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October 30, 1937 - Image 3

Resource type:
The Michigan Daily, 1937-10-30

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Wolverines Plan To Put Quietus On Illini Silver Anniv


Michigan Rated'
Chance To Win
Varsity Holds Light Drills
At Chicago; Kipke Still
Undecided On Center
(Continued from Page 1)
light in beating them, and tomorrow
he'll assuredly uncork some football
strategem designed to make it four'
straight over the Varsity eleven.
The Illini will miss the inspira-
tional presence of, their captain,
Lowell Spurgeon, who, until crippled
for the season, paced the attack. But
in Jay Wardley, Zuppke has a run-
ner and passer whom the Wolverines
will watch closely, if their plans don't
go awry. Wardley was a markea
man in Michigan practices the past
Trosko Spearhead
The Varsity spearhead is, of course,
Fred Trosko, who has steadily im-
proved as a runner and passer. Mich-
igan's kicking will be entrusted to
Elmer Gedeon, provided his leg in-
jury has healed sufficiently to per-
mit it. Bill Barclay, recently turned
regular, will again add assurance
against an Illini passing attack.
Doubt remained tonight as to who
will start at center, Archie Kodros
or Capt. Joe Rinaldi. Rinaldi's su-
periority on pass defense may get
him the nod, although Kodros, a
rough and tough tackler, is the better
man against line rushes.
Expect Air Attack
Should Michigan's running game
Jam, as it may in ).view of Illinois'
vaunted defensive prowess, an air-
plane attack may be expected. Trosko
and Stark Ritchie have thrown passes
with slightly accurate abandon dur-
ing the week and may find enough
targets todpierce theIndians. Illinois
revealed decided weaknesses against
aerial maneuvers in the Indiana
fracas, which the Hoosiers won by
virtue of their tosses.
The Illinois line outweighs Michi-
gan's by two pounds average. The
Wolverines have a five-pound shade
in backfield avoirdupois.
Since the start of this ancient
rivalry in 1898, Michigan holds a 14
to 8 victory edge over its opponent.
Illinois has won the past three years,
although on no occasion by more
than three points. It's anybody's
game tomorrow, with Michigan earn-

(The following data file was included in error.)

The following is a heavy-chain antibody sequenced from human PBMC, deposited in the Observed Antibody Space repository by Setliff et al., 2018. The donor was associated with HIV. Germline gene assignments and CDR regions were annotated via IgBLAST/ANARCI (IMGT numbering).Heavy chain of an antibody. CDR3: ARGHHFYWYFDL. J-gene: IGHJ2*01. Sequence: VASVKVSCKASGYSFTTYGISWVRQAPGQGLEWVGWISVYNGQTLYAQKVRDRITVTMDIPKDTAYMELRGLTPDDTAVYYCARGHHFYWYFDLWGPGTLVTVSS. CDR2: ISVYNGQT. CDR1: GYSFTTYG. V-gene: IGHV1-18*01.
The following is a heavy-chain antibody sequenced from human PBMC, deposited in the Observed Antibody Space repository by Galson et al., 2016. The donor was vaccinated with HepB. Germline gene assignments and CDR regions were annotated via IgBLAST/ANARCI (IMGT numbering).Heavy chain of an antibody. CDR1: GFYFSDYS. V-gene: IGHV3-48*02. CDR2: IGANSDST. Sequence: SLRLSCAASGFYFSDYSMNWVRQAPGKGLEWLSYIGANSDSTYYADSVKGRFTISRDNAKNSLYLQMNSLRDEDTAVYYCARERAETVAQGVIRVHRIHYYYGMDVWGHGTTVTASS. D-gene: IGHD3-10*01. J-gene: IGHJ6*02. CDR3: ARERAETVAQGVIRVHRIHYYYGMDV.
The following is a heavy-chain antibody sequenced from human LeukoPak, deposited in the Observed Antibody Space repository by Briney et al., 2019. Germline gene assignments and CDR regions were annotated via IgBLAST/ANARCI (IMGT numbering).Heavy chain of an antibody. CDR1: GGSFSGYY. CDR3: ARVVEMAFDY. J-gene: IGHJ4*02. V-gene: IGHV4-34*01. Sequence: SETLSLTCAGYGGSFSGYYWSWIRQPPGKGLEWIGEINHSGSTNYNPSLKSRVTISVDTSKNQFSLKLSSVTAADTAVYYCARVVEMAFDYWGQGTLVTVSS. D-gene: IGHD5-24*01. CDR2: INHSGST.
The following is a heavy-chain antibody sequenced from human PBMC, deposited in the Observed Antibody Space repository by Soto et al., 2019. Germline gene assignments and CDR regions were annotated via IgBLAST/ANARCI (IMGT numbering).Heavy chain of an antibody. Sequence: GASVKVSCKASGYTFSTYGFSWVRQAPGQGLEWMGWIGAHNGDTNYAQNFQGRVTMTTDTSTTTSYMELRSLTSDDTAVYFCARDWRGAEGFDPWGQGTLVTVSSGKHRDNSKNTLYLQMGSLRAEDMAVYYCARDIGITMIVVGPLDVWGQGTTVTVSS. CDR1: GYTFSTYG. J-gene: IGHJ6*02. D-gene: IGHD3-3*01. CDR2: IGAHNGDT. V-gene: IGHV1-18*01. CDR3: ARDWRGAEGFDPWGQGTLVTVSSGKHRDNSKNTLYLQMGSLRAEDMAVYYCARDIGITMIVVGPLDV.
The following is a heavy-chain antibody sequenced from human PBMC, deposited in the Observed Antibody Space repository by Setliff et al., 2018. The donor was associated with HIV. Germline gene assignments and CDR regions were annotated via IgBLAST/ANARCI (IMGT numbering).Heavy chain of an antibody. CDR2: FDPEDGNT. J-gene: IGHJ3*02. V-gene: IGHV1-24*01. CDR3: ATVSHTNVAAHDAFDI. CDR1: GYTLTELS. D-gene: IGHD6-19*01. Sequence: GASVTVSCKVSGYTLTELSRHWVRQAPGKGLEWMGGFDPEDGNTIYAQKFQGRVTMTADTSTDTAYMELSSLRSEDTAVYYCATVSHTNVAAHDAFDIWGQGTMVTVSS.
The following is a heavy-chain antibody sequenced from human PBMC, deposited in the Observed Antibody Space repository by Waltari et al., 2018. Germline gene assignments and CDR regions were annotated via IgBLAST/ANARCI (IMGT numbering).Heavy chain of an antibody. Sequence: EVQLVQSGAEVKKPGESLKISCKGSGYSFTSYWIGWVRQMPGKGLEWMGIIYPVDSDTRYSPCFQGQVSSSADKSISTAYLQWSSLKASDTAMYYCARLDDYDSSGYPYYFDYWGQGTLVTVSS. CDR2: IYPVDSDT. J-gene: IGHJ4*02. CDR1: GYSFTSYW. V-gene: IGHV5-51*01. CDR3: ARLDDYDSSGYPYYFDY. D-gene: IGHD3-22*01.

ing a slight nod. But spirit may tell,
and Zuppke is one of football's
cagiest psychologists. At all events,
it will be a gala holiday.
A powerful Lansing Eastern foot-
ball squad maintained their unbeat-
en, untied, unscoredupon record last
night at the expense of Ann Arbor
High's Pioneers at Wines Field, win-
ning by a 20 to 0 score.
Led by quarterback Bob Sherman
and fullback Brower, the Quakers
scored twice in the second period
on sustained drives and came back
to ring up their final seven points in
the last quarter.
Let This Be A Lesson
To You Cheerleaders
ADRIAN, Oct. 29.-P)-There
are times, it appears, when the
cheers of the spectators can in-
spire a football team to too much
zeal-at least as far as the cheer
leader's welfare is concerned.
For example this afternoon, Miss

Phyllis Munger, a member of the
cheer leading staff at Adrian
High School, decided that a
mighty "Yea! Team!" would in-
spire her school's "gridders who
hadn't won a game up to today.
She was only half way through
the yell when George Gordon,
Adrian quarterback, ran around
Blissfield's left end for 18 yards
before being forced out of bounds.
As he crossed the boundary line,
Gordon, several would-be blockers
and a half-dozen Blissfield tack-
lers landed on Miss Munger. She
was kicked in the head and had
to obtain first aid from a physi-
cian as the penalty for a task too
well done. Adrian won, 30-0.
Detroiter Captures
World Billiard Lead
Marcel Camp, of Detroit, took undis-
puted possession of first place in the
world's pocket billiard championship
round-robin tourney today by beat-
ing Onofrio Lauri, of Brooklyn, 125
to 89 in nine innings, for his third
straight victory.
Charles Seaback, of Boston, then
went 38 innings to conquer George
Kelv of Philadrlnhia. in the 1afnLnet.

These Two To Anchor



Raipn eikknen, junior from'
Rumsey, Michigan, will start at
his customary right guard post,
this afternoon against Illinois.
Heikkinen, an 180 pounder, has
been with the squad two years, and
is expected to play his usual bang-
up game.
Tilts Outshine
Big Ten Today
CHICAGO, Oct. 29.-(R)-Big Ten
gridiron championship business will
move over a little tomorrow in favor
of a pair of big nonconference deals